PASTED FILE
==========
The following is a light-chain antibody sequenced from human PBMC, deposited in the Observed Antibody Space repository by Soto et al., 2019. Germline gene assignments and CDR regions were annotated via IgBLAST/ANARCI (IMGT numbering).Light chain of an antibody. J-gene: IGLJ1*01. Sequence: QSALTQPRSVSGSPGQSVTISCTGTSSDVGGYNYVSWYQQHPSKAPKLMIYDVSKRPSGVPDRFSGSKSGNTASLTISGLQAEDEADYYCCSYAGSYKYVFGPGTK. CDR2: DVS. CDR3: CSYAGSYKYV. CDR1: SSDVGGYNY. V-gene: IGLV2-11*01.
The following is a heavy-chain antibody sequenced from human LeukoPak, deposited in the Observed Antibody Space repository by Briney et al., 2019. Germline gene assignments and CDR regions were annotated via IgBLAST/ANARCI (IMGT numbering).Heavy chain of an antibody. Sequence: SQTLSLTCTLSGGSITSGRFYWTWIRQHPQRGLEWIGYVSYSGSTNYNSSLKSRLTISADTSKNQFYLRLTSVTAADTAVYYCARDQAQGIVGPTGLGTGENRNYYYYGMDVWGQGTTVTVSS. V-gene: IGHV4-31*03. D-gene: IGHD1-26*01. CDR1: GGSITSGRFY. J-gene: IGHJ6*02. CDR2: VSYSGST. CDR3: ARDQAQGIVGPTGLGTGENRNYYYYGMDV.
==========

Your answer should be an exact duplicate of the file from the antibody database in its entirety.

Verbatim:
The following is a light-chain antibody sequenced from human PBMC, deposited in the Observed Antibody Space repository by Soto et al., 2019. Germline gene assignments and CDR regions were annotated via IgBLAST/ANARCI (IMGT numbering).Light chain of an antibody. J-gene: IGLJ1*01. Sequence: QSALTQPRSVSGSPGQSVTISCTGTSSDVGGYNYVSWYQQHPSKAPKLMIYDVSKRPSGVPDRFSGSKSGNTASLTISGLQAEDEADYYCCSYAGSYKYVFGPGTK. CDR2: DVS. CDR3: CSYAGSYKYV. CDR1: SSDVGGYNY. V-gene: IGLV2-11*01.
The following is a heavy-chain antibody sequenced from human LeukoPak, deposited in the Observed Antibody Space repository by Briney et al., 2019. Germline gene assignments and CDR regions were annotated via IgBLAST/ANARCI (IMGT numbering).Heavy chain of an antibody. Sequence: SQTLSLTCTLSGGSITSGRFYWTWIRQHPQRGLEWIGYVSYSGSTNYNSSLKSRLTISADTSKNQFYLRLTSVTAADTAVYYCARDQAQGIVGPTGLGTGENRNYYYYGMDVWGQGTTVTVSS. V-gene: IGHV4-31*03. D-gene: IGHD1-26*01. CDR1: GGSITSGRFY. J-gene: IGHJ6*02. CDR2: VSYSGST. CDR3: ARDQAQGIVGPTGLGTGENRNYYYYGMDV.